Water Is Essential To Our Overall Health.

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Human beings can only live a few days without water.

Water, therefore, is essential to our overall health.

Despite this fact, health professionals and current research have yet to determine how much water to drink, the best times to drink it, and how often we should drink it.

The popular recommendation is about 8 glasses of water (64 ounces or about 1.8 liters) a day for the “average” adult.

But what about living climates, diet, lifestyle, age, physical condition, or exercise habits that vary person to person?

Like nutrition facts or percent daily values, research has attempted to create this standard quantity of water that can represent what each individual needs on a daily basis, but there is no single number that can encompass the variety of genetics and lifestyles we all have.

This makes it difficult for us all to understand the importance of drinking water daily – but it’s no excuse to reach for the soda instead.

Even when we are thirsty, though it’s a biological mechanism, we often misinterpret the feeling for sugar cravings or hunger.

Drinking sugary drinks, alcohol, caffeine, and even milk when we are thirsty can be detrimental to our kidneys and further exhaust and dehydrate our bodies.

Because we usually do not have water within reach at all times, obtaining water must be a conscious action!

The benefits of drinking water are well worth making it a part of your daily routine.

  • Drinking cold water can increase your body’s Resting Energy Expenditure (REE) – your amount of calories burned while in non-active conditions (i.e. sitting, standing, laying, low-stress, etc.) - for about 60 minutes!

  • Drinking water helps reduce instances of constipation and may help promote bowel movement – it can ease constipation if you are dehydrated
  • Drinking 16 - 50 oz of water 30 minutes before eating main meals may help obese adults lose weight

  • Drinking 10-16 oz of water can help symptoms of “dizziness” when standing up (orthostatic or postural hypotension)

  • Drinking water while in a hot climate or during intense exercise can help the body adapt to the warm conditions faster

  • Drinking adequate amounts of water daily can improve the elasticity, thickness, and hydration of your skin

Clean, fresh water can make a big difference in taste and biological value.

In order to keep chemicals and other harmful substances from getting into your water, store it in glass or stainless steel containers. 

Consider a quality water filter for your sink at home to keep out chlorine and other chemicals without contributing to plastic waste from pre-bottled water.

And if you're always on the go, and can only get chlorinated tap water, adding the delicious Optimal Vitamin C Powder can help to neutralize the chlorine and improve the taste!

But how much water should you drink and how often?

This is not a simple answer, and as research has suggested, this will vary depending on many lifestyle and biological factors.

It is important to pay attention to your body’s thirst mechanism, with the full intent of drinking water regularly.

Cheers to pure, clean hydration!

 

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If you are curious about what we have for hydration support, more information on our best selling supplement, Optimal Electrolyte, can be found here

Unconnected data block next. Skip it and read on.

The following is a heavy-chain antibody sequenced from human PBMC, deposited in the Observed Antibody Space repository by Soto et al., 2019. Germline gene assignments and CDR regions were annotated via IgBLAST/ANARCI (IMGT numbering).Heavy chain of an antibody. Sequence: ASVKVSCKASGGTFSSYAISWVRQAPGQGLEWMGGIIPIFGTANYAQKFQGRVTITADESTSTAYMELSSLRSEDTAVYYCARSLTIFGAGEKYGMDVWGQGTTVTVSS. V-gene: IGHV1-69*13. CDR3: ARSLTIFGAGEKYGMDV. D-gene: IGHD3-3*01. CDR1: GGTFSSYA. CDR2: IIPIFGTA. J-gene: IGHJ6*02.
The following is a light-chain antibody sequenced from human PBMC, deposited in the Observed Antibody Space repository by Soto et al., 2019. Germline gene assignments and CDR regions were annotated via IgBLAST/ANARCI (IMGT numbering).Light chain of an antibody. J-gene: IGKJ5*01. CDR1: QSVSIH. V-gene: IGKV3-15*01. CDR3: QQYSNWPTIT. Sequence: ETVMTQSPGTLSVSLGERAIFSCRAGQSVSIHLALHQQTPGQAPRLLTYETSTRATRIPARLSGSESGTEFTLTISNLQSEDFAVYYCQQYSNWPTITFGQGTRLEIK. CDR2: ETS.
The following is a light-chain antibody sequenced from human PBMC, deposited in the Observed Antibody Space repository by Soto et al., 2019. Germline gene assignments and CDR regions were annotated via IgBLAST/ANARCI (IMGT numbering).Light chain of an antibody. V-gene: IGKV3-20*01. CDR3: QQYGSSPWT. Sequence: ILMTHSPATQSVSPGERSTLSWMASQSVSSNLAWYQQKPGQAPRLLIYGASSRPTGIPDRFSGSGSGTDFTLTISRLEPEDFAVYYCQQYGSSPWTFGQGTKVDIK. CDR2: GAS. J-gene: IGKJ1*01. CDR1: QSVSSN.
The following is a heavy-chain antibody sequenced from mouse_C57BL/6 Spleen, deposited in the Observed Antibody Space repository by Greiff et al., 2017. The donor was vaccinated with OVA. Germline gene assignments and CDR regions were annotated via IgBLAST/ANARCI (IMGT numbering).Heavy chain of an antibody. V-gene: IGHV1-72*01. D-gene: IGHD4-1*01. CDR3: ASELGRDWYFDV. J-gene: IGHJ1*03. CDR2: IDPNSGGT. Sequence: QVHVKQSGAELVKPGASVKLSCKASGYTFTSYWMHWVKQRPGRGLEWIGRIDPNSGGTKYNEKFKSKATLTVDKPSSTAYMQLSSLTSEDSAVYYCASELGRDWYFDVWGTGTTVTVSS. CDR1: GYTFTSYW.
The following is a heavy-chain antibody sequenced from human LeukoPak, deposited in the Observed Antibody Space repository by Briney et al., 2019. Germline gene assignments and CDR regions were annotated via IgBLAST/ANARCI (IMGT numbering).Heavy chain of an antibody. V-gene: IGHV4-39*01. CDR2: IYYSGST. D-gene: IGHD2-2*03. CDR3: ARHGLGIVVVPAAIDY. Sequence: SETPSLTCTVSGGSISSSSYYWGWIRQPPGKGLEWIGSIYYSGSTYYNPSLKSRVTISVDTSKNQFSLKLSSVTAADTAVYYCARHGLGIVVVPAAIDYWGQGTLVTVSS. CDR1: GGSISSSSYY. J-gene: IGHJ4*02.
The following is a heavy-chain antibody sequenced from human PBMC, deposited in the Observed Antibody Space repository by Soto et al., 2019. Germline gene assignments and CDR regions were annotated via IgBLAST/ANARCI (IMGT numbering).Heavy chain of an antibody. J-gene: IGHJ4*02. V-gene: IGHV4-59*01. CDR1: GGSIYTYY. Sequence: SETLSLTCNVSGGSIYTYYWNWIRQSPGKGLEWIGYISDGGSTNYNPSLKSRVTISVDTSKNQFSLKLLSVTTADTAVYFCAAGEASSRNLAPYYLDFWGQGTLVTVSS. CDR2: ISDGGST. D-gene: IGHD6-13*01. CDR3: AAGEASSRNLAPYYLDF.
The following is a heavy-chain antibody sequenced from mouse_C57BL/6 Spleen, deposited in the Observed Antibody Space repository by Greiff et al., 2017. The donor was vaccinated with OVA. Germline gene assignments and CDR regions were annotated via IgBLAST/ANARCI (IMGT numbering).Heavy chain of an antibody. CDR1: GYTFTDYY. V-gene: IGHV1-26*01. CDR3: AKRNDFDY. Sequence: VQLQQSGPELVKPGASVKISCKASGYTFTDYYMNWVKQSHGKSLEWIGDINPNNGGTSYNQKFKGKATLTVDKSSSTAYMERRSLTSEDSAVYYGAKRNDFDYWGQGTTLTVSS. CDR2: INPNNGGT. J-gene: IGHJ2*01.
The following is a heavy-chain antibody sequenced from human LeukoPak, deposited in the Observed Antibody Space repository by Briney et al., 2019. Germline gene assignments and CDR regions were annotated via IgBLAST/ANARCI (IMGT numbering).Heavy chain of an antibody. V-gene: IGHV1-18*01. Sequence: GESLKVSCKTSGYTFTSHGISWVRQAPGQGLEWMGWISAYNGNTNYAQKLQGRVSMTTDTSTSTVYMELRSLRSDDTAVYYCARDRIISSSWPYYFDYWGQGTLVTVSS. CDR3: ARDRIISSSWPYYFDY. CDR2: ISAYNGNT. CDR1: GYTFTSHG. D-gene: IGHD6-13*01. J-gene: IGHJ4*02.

Dr. Ben Lynch loves it so much he did a whole Facebook live about it! Want to watch it? 
Click here to watch it!

References:
•Popkin, Barry M., Kristen E. D’Anci, and Irwin H. Rosenberg. “Water, Hydration and Health.”Nutrition reviews68.8 (2010): 439–458. PMC. Web. 11 Mar. 2016.
•Hydration and physical performance. Murray B J Am Coll Nutr. 2007 Oct; 26(5 Suppl):542S-548S.
•Nicolaidis S. Physiology of thirst. In: Arnaud MJ, editor. Hydration Throughout Life.Montrouge: John Libbey Eurotext; 1998. p. 247.
•Voluntary dehydration and cognitive performance in trained college athletes. D'anci KE, Vibhakar A, Kanter JH, Mahoney CR, Taylor HA Percept Mot Skills. 2009 Aug; 109(1):251-69.
•Shirreffs SM, Merson SJ, Fraser SM, Archer DT. The effects of fluid restriction on hydration status and subjective feelings in man. Br J Nutr. 2004;91:951–958. 
•Helen M. Parretti, Paul Aveyard, Andrew Blannin, Susan J. Clifford, Sarah J. Coleman, Andrea Roalfe, Amanda J. Daley. Efficacy of water preloading before main meals as a strategy for weight loss in primary care patients with obesity: RCT. Obesity, 2015; DOI: 10.1002/oby.21167
•Vij VAK, Joshi AS. Effect of excessive water intake on body weight, body mass index, body fat, and appetite of overweight female participants. Journal of Natural Science, Biology, and Medicine. 2014;5(2):340-344. doi:10.4103/0976-9668.136180.
•Pre-meal water consumption reduces meal energy intake in older but not younger subjects.Van Walleghen EL1, Orr JS, Gentile CL, Davy BM. Obesity (Silver Spring). 2007 Jan;15(1):93-9.
•Effect of fluid intake on skin physiology: distinct differences between drinking mineral water and tap water.Williams S, Krueger N, Davids M, Kraus D, Kerscher M Int J Cosmet Sci. 2007 Apr; 29(2):131-8.
•Assessment of effects of an additional dietary natural mineral water uptake on skin hydration in healthy subjects by dynamic barrier function measurements and clinic scoring. Mac-Mary S, Creidi P, Marsaut D, Courderot-Masuyer C, Cochet V, Gharbi T, Guidicelli-Arranz D, Tondu F, Humbert PSkin Res Technol. 2006 Aug; 12(3):199-205.

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